Human knowledge drifts over time, and it doesn’t always go forward. The ancient Greeks not only knew the earth was round, they had roughly estimated the diameter. Hundreds of years later Christopher Columbus had trouble getting his exploration mission funded because by then everyone “knew” the earth was flat. Were it not for education, people would look at the horizon, and soon the world would be flat again.
In the age of the internet, with the sum of human knowledge seemingly at our finger tips, one would think that this phenomenon would diminish. But in fact it continues. Human knowledge is built on layers. Once a layer has been accepted as being in general true, the next layer is built on top. The more layers there are, the less scrutiny the layers underlying them get. The longer an untruth or misunderstanding persists, the harder it is to correct and the more magnified its effect on current human knowledge, sometimes in very unexpected ways.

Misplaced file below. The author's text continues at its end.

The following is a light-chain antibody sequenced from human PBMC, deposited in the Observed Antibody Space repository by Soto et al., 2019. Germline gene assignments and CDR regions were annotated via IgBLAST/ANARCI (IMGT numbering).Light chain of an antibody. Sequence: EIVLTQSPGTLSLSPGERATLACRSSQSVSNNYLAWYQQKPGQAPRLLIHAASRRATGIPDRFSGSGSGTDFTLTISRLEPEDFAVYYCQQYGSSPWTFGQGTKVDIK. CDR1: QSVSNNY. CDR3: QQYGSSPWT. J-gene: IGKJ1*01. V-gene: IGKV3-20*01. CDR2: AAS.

In the information age, data is not just at our fingertips, it is also easily manipulated. Knowledge and data are not the same thing. Knowledge is derived from data. Computers can manipulate and present data in moments, arranging banks of raw numbers into neat and orderly tables and graphs from which we humans can draw conclusions and improve our knowledge. But the more layers there are between the data and the conclusions, the greater the potential for error, and the more difficult it becomes to correct them. Sometimes errors are just errors, and sometimes they are a deliberate attempt to affect our knowledge in a specific manner.
This blog is about drilling through the errors so we can get to the knowledge.